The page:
How to Install Zinc Anodes

Put aluminum in the water near steel and an electrical current develops between the two metals, like the flow in a car battery.

A properly installed zinc anode prevents galvanic corrosion.
Eventually, the flow of electricity from the more galvanically active metal -- the aluminum -- will cause the aluminum to corrode like the anodes in the car battery. Place a piece of a more active metal, such as a block of zinc, on the hull of an aluminum boat, for example, and the zinc, not the boat, will corrode. Proper installation of the zinc anode is the key to this type of protection. .

Locate a bare metal surface below the waterline on which to mount the zinc. If the zinc is to be mounted to the hull of an aluminum jon boat, for example, ensure that the area where you mount the zinc is unpainted bare metal. Once you've established the location for the zinc, hold the zinc in place as a template and mark the locations where you'll drill the mounting holes through the hull.

Drill the holes through the hull with a drill and an appropriately sized bit. Some boat hulls have pre-drilled holes to accommodate the placement of zincs. The zinc must be as tight against the hull as if it were extra skin on the hull. This maintains solid electrical contact with the hull for the best cathodic protection.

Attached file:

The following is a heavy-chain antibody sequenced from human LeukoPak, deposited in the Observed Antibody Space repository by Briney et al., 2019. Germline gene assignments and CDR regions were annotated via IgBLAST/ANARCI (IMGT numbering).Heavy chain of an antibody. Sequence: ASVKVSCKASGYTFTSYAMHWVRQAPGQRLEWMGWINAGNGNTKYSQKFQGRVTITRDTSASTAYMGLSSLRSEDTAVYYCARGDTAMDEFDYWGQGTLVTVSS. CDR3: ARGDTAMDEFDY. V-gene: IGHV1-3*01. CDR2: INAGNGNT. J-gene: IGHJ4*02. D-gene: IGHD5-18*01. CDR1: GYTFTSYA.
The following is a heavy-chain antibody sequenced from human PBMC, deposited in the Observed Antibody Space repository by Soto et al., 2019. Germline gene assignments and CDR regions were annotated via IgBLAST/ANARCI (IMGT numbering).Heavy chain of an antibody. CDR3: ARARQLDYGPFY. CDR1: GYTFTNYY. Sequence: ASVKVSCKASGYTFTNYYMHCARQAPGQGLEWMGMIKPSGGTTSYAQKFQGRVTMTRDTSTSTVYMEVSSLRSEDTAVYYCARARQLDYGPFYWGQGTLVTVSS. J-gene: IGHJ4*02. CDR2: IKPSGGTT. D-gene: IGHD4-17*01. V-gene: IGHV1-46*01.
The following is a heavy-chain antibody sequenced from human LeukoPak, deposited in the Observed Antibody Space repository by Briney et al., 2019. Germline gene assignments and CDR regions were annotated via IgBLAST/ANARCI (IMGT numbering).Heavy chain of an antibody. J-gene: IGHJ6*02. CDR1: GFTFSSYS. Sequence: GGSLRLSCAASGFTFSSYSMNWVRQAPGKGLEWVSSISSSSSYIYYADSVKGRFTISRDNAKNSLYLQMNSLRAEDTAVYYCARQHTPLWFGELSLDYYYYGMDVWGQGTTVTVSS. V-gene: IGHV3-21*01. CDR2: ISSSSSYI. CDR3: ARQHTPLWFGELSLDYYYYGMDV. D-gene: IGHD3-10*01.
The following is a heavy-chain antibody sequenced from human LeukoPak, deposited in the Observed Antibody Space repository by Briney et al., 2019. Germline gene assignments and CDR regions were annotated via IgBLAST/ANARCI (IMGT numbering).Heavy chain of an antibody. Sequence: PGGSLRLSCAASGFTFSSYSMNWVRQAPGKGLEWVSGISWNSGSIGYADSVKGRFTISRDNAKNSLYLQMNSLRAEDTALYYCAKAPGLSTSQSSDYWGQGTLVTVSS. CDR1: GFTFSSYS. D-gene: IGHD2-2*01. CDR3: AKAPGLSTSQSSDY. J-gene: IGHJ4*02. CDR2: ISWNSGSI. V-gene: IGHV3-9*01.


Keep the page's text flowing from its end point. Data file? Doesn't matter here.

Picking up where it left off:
Slip the bolts through the mounting holes on the zinc and fit the bolts through the holes in the hull. Slip the ring terminal of the boat's bonding wire, part of the boat's common ground, over one of the bolts. Thread the washers and nuts onto the bolts and tighten the bolts with an adjustable wrench.

Things You Will Need

  • Drill and bit
  • Adjustable wrench


  • Outboard motor propeller shafts, propellers and lower units are equipped with zincs when they are manufactured. Their replacements are specially manufactured to fit in recesses on the parts, although they still bolt into place. You must monitor the condition of theses zincs, like all others, and replace them as necessary.
  • Some zincs use one bolt, in the center of the zinc, to minimize the number of penetrations through the hull. Other zincs have bolt holes in each corner, to ensure the best possible electrical contact with the hull. Ultimately, the choice between the two types rests with the boat owner.
  • Zincs deteriorate over time. As they corrode, they grow smaller. When a zinc is one-half its original size, replace it.


  • Zincs must be installed when the boat is out of the water.
  • Never paint over a zinc. A painted zinc offers no galvanic protection.

About the Author

Will Charpentier is a writer who specializes in boating and maritime subjects. A retired ship captain, Charpentier holds a doctorate in applied ocean science and engineering. He is also a certified marine technician and the author of a popular text on writing local history.